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Tip: To sort articles by year…

PEP-Web Tip of the Day

After you perform a search, you can sort the articles by Year. This will rearrange the results of your search chronologically, displaying the earliest published articles first. This feature is useful to trace the development of a specific psychoanalytic concept through time.

For the complete list of tips, see PEP-Web Tips on the PEP-Web support page.

Whyte, N. (2004). Introduction. Psychoanal. Psychother., 18(1):5-14.

(2004). Psychoanalytic Psychotherapy, 18(1):5-14

Introduction

Nollaig Whyte

The first paper on the subject of an analyst's pregnancy appeared more than 50 years ago, and was followed by a complete silence on the subject for the following 17 years. Slowly, a few substantial papers began to emerge, and there has been a gradual expansion in this area of the psycho-analytic literature particularly over the past 25 years, so that by now we have at least 60 papers on the subject, several chapters in books, and at least one complete book that I am aware of. There is of course a substantial separate literature on the subject of pregnancy itself, which is of direct relevance to an understanding of the subject of the analyst's pregnancy. In addition, the literature on special events in the course of therapy is pertinent to the subject too. I have limited my own review of the literature specifically to that related to the analyst's pregnancy but I have included all the references I could trace in the bibliography at the end of this issue.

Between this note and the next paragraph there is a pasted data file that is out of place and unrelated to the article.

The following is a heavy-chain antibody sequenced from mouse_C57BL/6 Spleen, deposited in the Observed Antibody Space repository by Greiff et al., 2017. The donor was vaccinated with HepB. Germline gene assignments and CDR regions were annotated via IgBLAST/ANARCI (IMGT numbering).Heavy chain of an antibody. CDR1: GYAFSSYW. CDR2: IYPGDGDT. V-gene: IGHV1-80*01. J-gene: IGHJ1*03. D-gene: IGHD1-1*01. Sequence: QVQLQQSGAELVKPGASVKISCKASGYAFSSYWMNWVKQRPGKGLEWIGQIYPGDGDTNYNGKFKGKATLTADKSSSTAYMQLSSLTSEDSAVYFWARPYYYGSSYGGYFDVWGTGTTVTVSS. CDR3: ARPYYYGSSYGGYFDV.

I have grouped the papers to some extent around key areas of interest as they emerge from the whole literature. In particular, I have noted that the earliest papers began to outline some generic responses to the analyst's pregnancy, ranging in intensity from supposedly minor turbulence in men to intense transference storms in women. The early papers seem to have regarded pregnancy solely as an interference in the treatment process. Later papers began to place more emphasis on the analyst's countertransference response and to acknowledge that the therapist herself is confronted at this time with issues involving her own identity, integration of new roles, maternal identification and redefinition of important relationships in her own life.

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